WASHINGTON, D.C. — While U.S. Secretary of State John Kerry is in no rush to judge the newly-formed Palestinian government, some U.S. lawmakers are already standing behind the idea to halt foreign aid to Palestine.
Last Monday, Palestinian President Mahmoud Abbas swore in a new unity government, which brings together Abbas’ Fatah party, based in the West Bank, and Hamas, which controls the Gaza Strip. The second party, to date, is deemed a terrorist group by the U.S. and Israel.
A day earlier, Kerry had spoken with Abbas over the phone, and expressed his concern about this move. However, he stated that the intention of the U.S. is not to rush any premature judgment about the newly-formed unity government.
According to State Department spokeswoman Jen Psaki, “the Secretary expressed concern about Hamas’ role in any such government and the importance that the new government commit to the principles of nonviolence, recognition of the State of Israel, and acceptance of previous agreements with it,” and Abbas said the new government would commit to those principles.
However, according to U.S. republican Representative of California Ed Royce, chairman of the House of Representatives’ Foreign Affairs Committee, Palestine cannot be trusted as a “partner for peace,” and neither as a recipient of foreign aid, consequently.
The U.S. authorizes through Congress $500 million, annually, which is handed in the form of aid directly to the Palestinian government.
The second top lawmaker in the House, Virginia Representative Eric Cantor, stands in a less extremist position, stating the aid to Palestine should be suspended until the U.S. government has had a chance to assess the newly-formed Palestinian government.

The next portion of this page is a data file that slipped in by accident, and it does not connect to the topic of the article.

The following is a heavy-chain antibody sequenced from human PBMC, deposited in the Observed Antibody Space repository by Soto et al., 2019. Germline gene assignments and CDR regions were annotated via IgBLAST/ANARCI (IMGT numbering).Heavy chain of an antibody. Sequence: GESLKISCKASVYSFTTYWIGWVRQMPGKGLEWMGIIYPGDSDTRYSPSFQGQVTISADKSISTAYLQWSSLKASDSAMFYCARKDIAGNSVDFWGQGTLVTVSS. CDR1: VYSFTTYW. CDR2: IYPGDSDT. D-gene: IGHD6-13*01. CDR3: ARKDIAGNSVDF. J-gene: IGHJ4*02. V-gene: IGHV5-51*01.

Mahmoud Abbas, whose authority is highly dependent on foreign aid, reiterated his commitment to setting policies in line with U.S. and European demands. All this in hope of Western acceptance, despite Israeli opposition, of the 16-member cabinet formed of what he calls “politically unaffiliated technocrats.”
One of the main concerns of U.S. lawmakers is that the money given to Palestine as foreign aid will end up being used for other purposes, such as funding the U.S.-deemed terrorist organization Hamas. According to Cantor, “The laws of the U.S. prohibit assistance to terrorist organizations.”
On the other hand, New York Representative Nita Lowey, the top Democrat on the House Appropriations Committee and State and Foreign Operations subcommittee, considers that U.S. foreign aid remains an important element in promoting negotiation toward creating a two-state solution. This is despite expressing her “deep disappointment” with the decision of Palestinian leaders to include “the terrorist organization Hamas” in the newly formed government.
It is too early to tell what line of action will be adopted by the U.S. toward the new Palestinian government. But what it is clear is that this promises to be another polemic issue surrounding the Obama administration.